Administration of medicines: Learning outcomes

Last updated: Tuesday, July 12, 2022

After completing this tutorial, you will be able to:
  • Outline the types of clinical problem that hospital pharmacists must solve concerning the safe administration of medicines. 
  • Describe the different methods by which injectable medicines are given.
  • Define extravasation and list the medicines-related risk factors that may lead to tissue damage if it occurs.
  • Support patients who may not be able to take their oral medicines safely such as those with dysphagia and/or an enteral feeding tube.

You can download a PDF of the whole tutorial (without interactive elements such as the Learning exercises) and a one-page summary of key points.

You should allow 120 minutes to complete this tutorial, including the Learning exercises.


If you are a hospital trainee pharmacist, this tutorial may help you achieve GPhC learning outcomes such as these:

  • LO 12 Take an all-inclusive approach to ensure the most appropriate course of action based on clinical, legal and professional considerations
  • LO 16 Apply professional judgement in all circumstances, taking legal and ethical reasoning into account
  • LO 27 Take responsibility for the legal, safe and efficient supply, [prescribing] and administration of medicines
  • LO 29 Apply the principles of clinical therapeutics, pharmacology and genomics to make effective use of medicines for people [including in their prescribing practice]
  • LO 30  Appraise the evidence base and apply clinical reasoning and professional judgement to make safe and logical decisions which minimise risk and optimise outcomes for the person

If you are a foundation pharmacist, this tutorial may assist with meeting certain competencies from the RPS framework including:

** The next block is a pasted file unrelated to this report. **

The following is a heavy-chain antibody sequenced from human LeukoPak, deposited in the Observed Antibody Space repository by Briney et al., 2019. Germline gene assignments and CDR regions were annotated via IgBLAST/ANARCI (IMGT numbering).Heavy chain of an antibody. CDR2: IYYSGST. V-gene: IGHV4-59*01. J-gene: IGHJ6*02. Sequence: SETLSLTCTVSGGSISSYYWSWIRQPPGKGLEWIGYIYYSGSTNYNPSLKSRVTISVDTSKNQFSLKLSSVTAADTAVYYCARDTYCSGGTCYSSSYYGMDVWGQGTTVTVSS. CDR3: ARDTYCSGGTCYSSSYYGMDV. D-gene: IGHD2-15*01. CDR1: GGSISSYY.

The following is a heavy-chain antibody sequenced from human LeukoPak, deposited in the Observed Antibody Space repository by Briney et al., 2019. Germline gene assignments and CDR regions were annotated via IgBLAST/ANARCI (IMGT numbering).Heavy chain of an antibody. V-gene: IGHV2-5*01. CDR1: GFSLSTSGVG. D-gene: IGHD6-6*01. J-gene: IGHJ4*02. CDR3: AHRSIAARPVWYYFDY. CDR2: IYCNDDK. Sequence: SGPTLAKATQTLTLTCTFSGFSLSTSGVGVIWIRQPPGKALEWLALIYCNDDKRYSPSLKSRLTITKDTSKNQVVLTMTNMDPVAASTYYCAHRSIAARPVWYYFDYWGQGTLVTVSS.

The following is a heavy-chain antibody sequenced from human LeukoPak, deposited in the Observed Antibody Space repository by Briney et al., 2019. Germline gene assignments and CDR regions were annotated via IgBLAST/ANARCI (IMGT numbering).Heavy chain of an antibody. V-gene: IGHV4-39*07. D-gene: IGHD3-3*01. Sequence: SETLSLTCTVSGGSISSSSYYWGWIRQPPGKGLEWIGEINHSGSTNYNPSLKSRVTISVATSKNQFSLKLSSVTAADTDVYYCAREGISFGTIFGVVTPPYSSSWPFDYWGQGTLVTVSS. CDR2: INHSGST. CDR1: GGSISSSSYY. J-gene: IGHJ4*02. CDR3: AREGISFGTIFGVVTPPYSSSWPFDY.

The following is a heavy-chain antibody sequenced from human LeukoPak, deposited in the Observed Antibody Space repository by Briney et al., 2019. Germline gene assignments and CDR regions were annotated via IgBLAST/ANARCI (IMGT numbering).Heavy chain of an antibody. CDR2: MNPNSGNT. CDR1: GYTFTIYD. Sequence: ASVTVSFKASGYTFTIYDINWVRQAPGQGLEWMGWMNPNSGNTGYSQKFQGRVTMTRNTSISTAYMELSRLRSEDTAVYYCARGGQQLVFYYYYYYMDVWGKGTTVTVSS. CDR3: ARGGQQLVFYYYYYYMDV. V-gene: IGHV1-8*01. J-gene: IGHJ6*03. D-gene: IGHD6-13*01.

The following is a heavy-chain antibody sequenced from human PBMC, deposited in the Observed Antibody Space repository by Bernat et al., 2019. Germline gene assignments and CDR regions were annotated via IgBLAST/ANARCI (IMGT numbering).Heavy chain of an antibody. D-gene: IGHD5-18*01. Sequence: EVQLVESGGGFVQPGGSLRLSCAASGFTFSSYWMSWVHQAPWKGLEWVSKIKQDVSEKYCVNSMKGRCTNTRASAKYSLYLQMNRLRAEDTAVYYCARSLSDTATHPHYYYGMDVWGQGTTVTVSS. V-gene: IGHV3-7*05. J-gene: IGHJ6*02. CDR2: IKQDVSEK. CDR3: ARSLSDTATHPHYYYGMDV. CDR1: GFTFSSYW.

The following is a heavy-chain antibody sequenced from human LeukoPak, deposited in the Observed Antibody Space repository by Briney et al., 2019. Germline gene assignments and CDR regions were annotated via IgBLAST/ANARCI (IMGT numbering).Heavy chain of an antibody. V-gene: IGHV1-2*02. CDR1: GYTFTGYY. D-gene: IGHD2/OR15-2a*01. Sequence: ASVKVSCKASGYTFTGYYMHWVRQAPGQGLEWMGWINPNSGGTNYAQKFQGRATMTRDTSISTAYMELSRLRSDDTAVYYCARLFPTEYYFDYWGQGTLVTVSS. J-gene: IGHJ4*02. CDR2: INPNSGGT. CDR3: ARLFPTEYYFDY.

• 1.1 Applies evidence-based clinical knowledge to make suitable recommendations or take appropriate actions 
  • 1.6 Uses own pharmaceutical knowledge to positively impact the usage and stewardship of medicines at an individual and population level.
  • 1.7 Undertakes a holistic clinical review of a person’s medicines to ensure they are appropriate.
  • 2.1 Keeps the individual at the centre of their approach to care at all times.
  • 3.1 Draws upon own knowledge and up-to-date guidance to effectively make decisions appropriately and with confidence.
  • 3.2 Critically appraises appropriate information to make a decision in an efficient and systematic manner; adopts evidence-informed solutions.
  • 3.3 Demonstrate awareness of where to seek appropriate information to solve problems and make decisions. 
  • 3.5 Manages uncertainty and possible risk appropriately, while ensuring high attention to detail is maintained when making decisions regarding the individual receiving care.
  • 6.5 Uses effective questioning when working with individuals receiving care or other healthcare professionals.

Continuing professional development

Finally, here are some CPD activities you could consider:

★  When you next assist a patient who has swallowing difficulties or is nil-by-mouth, write a reflective account of how you intervened and the difference it made to your patient. Were you able to communicate with the patient or their carer?

★  Schedule a time to read your Trust's Administration of Medicines policy, and/or its IV Medicines policy. What did you learn? Do you feel better equipped as a pharmacist as a result of being familiar with these policies?

★  Arrange to shadow your Trust's critical care pharmacist and to observe the different types of IV administration access devices (e.g. peripheral and central lines) and infusion devices (e.g. syringe and volumetric pumps).

 ★  Find out where your Trust's medical equipment library is based - maybe you could visit the department or ask a member of their team to run a teaching session for you and your colleagues.